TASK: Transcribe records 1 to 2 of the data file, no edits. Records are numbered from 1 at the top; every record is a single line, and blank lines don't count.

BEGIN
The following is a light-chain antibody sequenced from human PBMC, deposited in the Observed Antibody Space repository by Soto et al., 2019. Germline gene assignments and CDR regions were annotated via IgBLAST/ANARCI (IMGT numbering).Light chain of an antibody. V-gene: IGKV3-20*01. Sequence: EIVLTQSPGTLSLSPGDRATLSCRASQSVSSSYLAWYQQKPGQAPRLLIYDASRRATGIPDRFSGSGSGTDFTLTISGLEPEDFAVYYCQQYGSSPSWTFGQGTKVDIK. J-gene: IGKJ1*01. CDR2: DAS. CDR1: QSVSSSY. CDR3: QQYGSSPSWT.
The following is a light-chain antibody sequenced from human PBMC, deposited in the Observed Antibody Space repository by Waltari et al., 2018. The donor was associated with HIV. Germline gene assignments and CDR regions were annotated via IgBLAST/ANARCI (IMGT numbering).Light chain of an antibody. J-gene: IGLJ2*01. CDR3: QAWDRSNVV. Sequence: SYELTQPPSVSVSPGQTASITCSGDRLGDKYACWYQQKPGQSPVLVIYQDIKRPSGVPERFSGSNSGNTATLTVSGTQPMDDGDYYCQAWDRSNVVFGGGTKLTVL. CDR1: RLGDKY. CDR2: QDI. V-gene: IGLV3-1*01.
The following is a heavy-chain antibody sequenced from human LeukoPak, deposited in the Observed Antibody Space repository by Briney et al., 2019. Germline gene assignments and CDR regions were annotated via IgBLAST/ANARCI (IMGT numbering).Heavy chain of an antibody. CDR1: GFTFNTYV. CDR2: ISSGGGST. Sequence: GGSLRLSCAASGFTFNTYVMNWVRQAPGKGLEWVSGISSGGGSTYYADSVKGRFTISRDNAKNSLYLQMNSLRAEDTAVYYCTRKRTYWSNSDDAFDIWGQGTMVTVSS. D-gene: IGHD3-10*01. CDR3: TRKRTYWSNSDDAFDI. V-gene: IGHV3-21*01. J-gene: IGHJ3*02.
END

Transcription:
The following is a light-chain antibody sequenced from human PBMC, deposited in the Observed Antibody Space repository by Soto et al., 2019. Germline gene assignments and CDR regions were annotated via IgBLAST/ANARCI (IMGT numbering).Light chain of an antibody. V-gene: IGKV3-20*01. Sequence: EIVLTQSPGTLSLSPGDRATLSCRASQSVSSSYLAWYQQKPGQAPRLLIYDASRRATGIPDRFSGSGSGTDFTLTISGLEPEDFAVYYCQQYGSSPSWTFGQGTKVDIK. J-gene: IGKJ1*01. CDR2: DAS. CDR1: QSVSSSY. CDR3: QQYGSSPSWT.
The following is a light-chain antibody sequenced from human PBMC, deposited in the Observed Antibody Space repository by Waltari et al., 2018. The donor was associated with HIV. Germline gene assignments and CDR regions were annotated via IgBLAST/ANARCI (IMGT numbering).Light chain of an antibody. J-gene: IGLJ2*01. CDR3: QAWDRSNVV. Sequence: SYELTQPPSVSVSPGQTASITCSGDRLGDKYACWYQQKPGQSPVLVIYQDIKRPSGVPERFSGSNSGNTATLTVSGTQPMDDGDYYCQAWDRSNVVFGGGTKLTVL. CDR1: RLGDKY. CDR2: QDI. V-gene: IGLV3-1*01.